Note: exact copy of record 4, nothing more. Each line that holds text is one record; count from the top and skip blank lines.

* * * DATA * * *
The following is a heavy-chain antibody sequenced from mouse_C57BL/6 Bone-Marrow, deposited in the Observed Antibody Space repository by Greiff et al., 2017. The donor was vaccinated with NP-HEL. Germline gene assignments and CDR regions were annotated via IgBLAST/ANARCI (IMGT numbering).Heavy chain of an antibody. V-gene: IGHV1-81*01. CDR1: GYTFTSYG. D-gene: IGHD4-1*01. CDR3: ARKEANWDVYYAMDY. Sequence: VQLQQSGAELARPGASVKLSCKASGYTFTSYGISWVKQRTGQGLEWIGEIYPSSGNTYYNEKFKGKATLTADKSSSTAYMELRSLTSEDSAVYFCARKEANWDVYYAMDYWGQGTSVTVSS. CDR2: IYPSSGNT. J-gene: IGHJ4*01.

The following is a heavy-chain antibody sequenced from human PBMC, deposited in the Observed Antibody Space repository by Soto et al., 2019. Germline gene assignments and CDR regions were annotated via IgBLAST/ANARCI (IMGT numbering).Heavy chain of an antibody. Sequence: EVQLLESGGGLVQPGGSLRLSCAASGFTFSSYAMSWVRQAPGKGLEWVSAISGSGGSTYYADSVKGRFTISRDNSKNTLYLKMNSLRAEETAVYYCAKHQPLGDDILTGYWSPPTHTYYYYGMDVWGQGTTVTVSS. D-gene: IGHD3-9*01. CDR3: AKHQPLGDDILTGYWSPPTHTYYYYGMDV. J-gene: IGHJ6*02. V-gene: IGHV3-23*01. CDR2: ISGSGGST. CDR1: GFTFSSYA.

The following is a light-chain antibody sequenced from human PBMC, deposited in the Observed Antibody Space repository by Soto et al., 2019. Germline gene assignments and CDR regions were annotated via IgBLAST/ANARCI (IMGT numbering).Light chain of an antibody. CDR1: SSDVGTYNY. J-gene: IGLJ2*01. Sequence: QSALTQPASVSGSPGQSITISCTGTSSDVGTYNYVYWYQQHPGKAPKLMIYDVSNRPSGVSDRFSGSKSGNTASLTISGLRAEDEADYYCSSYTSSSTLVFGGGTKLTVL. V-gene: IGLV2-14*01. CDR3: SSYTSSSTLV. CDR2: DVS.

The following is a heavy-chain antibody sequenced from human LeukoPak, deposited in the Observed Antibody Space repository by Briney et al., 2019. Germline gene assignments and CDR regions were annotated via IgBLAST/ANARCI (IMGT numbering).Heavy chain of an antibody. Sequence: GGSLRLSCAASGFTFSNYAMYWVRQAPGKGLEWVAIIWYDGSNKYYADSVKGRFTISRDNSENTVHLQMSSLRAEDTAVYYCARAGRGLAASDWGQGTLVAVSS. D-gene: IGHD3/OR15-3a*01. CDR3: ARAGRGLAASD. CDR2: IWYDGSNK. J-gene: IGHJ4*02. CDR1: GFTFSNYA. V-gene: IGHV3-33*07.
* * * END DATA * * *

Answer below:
The following is a heavy-chain antibody sequenced from human LeukoPak, deposited in the Observed Antibody Space repository by Briney et al., 2019. Germline gene assignments and CDR regions were annotated via IgBLAST/ANARCI (IMGT numbering).Heavy chain of an antibody. Sequence: GGSLRLSCAASGFTFSNYAMYWVRQAPGKGLEWVAIIWYDGSNKYYADSVKGRFTISRDNSENTVHLQMSSLRAEDTAVYYCARAGRGLAASDWGQGTLVAVSS. D-gene: IGHD3/OR15-3a*01. CDR3: ARAGRGLAASD. CDR2: IWYDGSNK. J-gene: IGHJ4*02. CDR1: GFTFSNYA. V-gene: IGHV3-33*07.